Initial Thoughts on Computer Injury
After sitting for a few hours, you get up and discover how stiff your body is. While you work you probably stretched your neck or rubbed your hands and wrists a little. Perhaps even worse, you felt some tingling in your fingers. But you are so busy or having such a good time or driven by a deadline so that you barely notice these small discomforts. Besides, they clear up as soon as you move around a little. And if they persist the next day, a couple of aspirin will do the trick, won't they? After all, we can't be seriously injured while we're sitting down, can we?
Unfortunately we can.
At the least there is an epidemic of sore necks and shoulders amongst computer users. At the worst, people are being disabled and careers are ended as a result of chronic pain syndromes which can take years to recover from or even be permanent. None of this need happen.
We are the first generation of human beings to spend so many hours sitting in limited postures doing small movements under stress as part of our daily work routine on such a large scale. Already, estimates are that nearly 50 million people have computers on their desks at work. The number is growing steadily. By now almost everyone has heard of Carpal Tunnel Syndrome as a computer-related problem. The seemingly sudden appearance of these "cumulative trauma injuries" is directly related to the evolution of desktop computing in the modern workplace.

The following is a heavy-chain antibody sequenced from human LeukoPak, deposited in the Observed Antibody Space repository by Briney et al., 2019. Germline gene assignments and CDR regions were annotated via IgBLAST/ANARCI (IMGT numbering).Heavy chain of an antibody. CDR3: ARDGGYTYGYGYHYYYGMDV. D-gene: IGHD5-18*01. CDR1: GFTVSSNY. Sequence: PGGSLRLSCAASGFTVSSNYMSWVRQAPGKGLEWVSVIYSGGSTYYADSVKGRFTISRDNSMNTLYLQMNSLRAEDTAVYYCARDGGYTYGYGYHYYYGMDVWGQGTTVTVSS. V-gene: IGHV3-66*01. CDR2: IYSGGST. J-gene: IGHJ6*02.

The United States bureau of Labor Statistics reported more than three hundred thousand cases of cumulative trauma in American business in 1993, up from a steady annual rate of around seventy thousand in the early 80s. Some of those include work settings with a history of the problem such as meat packing houses, grocery clerks, sign interpreters, and others. But looking at the numbers it is clear that the level of reported cases has dramatically increased beginning in 1984 when desktop computers began to appear. As processing speed increased, prices came down, and the software market matured, computers spread into our work environment at an amazing pace.
So, unfortunately, did cumulative trauma injuries.